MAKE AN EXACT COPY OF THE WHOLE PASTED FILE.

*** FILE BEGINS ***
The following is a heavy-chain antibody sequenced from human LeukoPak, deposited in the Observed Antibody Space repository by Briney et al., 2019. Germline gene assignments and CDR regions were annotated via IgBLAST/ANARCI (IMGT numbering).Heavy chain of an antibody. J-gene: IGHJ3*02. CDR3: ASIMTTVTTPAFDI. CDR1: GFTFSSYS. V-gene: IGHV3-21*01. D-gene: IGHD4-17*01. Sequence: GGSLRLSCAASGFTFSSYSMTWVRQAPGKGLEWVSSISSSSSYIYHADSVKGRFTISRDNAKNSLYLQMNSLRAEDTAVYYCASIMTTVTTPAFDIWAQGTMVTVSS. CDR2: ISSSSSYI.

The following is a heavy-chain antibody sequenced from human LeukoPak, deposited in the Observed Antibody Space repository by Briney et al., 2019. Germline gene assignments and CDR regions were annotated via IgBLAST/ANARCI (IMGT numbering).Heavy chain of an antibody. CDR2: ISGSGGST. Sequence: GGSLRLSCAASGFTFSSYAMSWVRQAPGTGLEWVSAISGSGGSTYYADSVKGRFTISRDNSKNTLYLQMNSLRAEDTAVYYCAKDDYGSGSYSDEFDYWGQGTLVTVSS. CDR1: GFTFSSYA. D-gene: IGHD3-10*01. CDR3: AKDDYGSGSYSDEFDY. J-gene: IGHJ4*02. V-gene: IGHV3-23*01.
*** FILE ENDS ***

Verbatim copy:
The following is a heavy-chain antibody sequenced from human LeukoPak, deposited in the Observed Antibody Space repository by Briney et al., 2019. Germline gene assignments and CDR regions were annotated via IgBLAST/ANARCI (IMGT numbering).Heavy chain of an antibody. J-gene: IGHJ3*02. CDR3: ASIMTTVTTPAFDI. CDR1: GFTFSSYS. V-gene: IGHV3-21*01. D-gene: IGHD4-17*01. Sequence: GGSLRLSCAASGFTFSSYSMTWVRQAPGKGLEWVSSISSSSSYIYHADSVKGRFTISRDNAKNSLYLQMNSLRAEDTAVYYCASIMTTVTTPAFDIWAQGTMVTVSS. CDR2: ISSSSSYI.

The following is a heavy-chain antibody sequenced from human LeukoPak, deposited in the Observed Antibody Space repository by Briney et al., 2019. Germline gene assignments and CDR regions were annotated via IgBLAST/ANARCI (IMGT numbering).Heavy chain of an antibody. CDR2: ISGSGGST. Sequence: GGSLRLSCAASGFTFSSYAMSWVRQAPGTGLEWVSAISGSGGSTYYADSVKGRFTISRDNSKNTLYLQMNSLRAEDTAVYYCAKDDYGSGSYSDEFDYWGQGTLVTVSS. CDR1: GFTFSSYA. D-gene: IGHD3-10*01. CDR3: AKDDYGSGSYSDEFDY. J-gene: IGHJ4*02. V-gene: IGHV3-23*01.